On the topic of hand-poking at home, however, there is the issue of proper sanitation, which is often a source of risk and concern. Holt gives her opinion on tattooing at home.
“I can’t judge too much on this because that is how I started tattooing as well. However, I do know that most people who choose to tattoo themselves at home likely aren’t educating themselves on all of the risks related to blood-borne infections, complications and environmental health issues, so my first instinct is to cringe,” Holt said.
All this being said, however, there’s no real way to truly keep people from getting tattoos done outside of a shop, and Holt believes that the only steps to take are to minimize the potential risks.
“I’m passionate about harm-reductive education,” Holt said. “We can’t stop everyone from doing risky things like tattooing themselves at home, so how can we educate them to make sure they are doing it properly and in a way that will minimize the risks of disease transmission and infection?”
While the focus on sanitation may be on the needle because it’s actually going into your skin, the environment in which the tattoo is being given is also important, as Holt explains.
“If the space you’re tattooing in isn’t pristine, then contaminants, bacteria, viruses, etc. can potentially be introduced into your ‘sterile’ workspace,” Holt said. “If you’re tattooing on a surface that cannot be wiped down with a cleaner like CaviCide, then it will instead harbour all the not-so-fun-stuff that might cause a serious infection — particularly if it comes into contact with any blood droplets or other body fluids.”
The equipment being used plays a major role in ensuring a safe and infection-free tattoo. Holt explains that a healthy amount of research should be conducted before going through with the tattoo and shares some of the core pieces of equipment that are needed. These include single-use sterile tattoo needles, non-toxic ink such as India Ink, paper towels, antibacterial soap — like Dr. Bronner’s — and single-use ink caps.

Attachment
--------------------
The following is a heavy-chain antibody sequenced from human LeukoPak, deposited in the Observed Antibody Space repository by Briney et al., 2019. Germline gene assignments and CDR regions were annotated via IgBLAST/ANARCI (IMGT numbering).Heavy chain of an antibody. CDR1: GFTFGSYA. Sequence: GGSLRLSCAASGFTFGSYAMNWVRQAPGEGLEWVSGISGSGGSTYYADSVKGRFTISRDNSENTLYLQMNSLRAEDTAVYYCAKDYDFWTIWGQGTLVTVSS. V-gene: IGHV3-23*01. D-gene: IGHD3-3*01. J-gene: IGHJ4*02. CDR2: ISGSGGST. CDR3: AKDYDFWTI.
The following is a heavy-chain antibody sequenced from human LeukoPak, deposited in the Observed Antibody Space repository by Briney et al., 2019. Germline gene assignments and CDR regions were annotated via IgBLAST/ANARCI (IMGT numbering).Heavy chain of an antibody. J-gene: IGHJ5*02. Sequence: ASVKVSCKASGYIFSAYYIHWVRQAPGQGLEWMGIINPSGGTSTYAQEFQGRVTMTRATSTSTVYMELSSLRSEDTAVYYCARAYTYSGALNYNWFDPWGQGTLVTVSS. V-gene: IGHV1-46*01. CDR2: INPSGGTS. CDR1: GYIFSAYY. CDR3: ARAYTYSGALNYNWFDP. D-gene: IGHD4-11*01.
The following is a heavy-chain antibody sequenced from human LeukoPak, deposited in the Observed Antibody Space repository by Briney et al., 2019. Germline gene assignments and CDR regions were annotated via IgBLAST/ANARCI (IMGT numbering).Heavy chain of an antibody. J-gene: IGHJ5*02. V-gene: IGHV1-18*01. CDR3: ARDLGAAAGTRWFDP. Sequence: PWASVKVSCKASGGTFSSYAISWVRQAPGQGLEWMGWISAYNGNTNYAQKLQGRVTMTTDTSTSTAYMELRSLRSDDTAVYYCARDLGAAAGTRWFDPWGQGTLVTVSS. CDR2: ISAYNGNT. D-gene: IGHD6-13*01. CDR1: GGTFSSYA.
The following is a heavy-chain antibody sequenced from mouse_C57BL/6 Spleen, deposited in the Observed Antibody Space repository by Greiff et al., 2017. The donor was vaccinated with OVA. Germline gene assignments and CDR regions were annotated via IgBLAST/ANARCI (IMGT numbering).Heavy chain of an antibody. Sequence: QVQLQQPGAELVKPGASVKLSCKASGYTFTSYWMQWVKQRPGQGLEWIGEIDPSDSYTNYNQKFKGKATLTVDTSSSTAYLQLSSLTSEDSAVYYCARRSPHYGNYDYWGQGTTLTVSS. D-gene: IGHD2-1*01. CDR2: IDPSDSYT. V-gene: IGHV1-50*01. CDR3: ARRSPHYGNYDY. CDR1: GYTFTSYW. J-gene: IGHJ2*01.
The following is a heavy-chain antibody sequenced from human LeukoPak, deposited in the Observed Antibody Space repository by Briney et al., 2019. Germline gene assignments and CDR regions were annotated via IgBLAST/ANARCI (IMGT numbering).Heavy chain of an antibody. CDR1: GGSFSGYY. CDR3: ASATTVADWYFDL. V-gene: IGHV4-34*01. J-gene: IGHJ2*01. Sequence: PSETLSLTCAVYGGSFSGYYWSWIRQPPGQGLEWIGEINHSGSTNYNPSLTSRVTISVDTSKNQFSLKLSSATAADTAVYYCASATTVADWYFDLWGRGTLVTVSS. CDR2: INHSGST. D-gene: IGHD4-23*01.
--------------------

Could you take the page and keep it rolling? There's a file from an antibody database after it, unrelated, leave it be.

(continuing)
Holt stresses the single-use aspect of the needles, stating that you should never share needles under any circumstances. Expanding on the equipment needed for safe at-home tattooing, Holt shares some other necessary equipment that may not immediately come to mind.
“The last super important parts of that at-home puzzle are nitrile gloves and Saran Wrap. Do not touch anything you’ll be working with until you’ve washed your hands and put on gloves,” Holt said. “Make sure the surfaces you’ll be sitting on or setting up on are wipeable with a high-grade cleaner, and make sure you put a bunch of paper towels and Saran Wrap underneath the area you will be working on after you’ve cleaned the hot heck out of the place.”
Lastly, Holt shares a final piece of advice regarding the cleanliness of equipment.
“If something falls on the floor, it’s dead to you. Do not use it. Do not try cleaning it and using it. Leave it there, and throw it away when you’re done. It’s a good thing you’ve ordered all those extra supplies designed for tattooing because you can now replace whatever fell on the floor with something sterile.”
Stick-and-poke tattoos are a form of self-expression, but an infected mess is not what most people would like to express on their skin. So the next time you or one of your friends is looking to get some homemade ink — make sure your best is done to ensure the health of all involved.
Jack Thompson / Sports & Health Editor
Photos: Riley Deacon / Photo Editor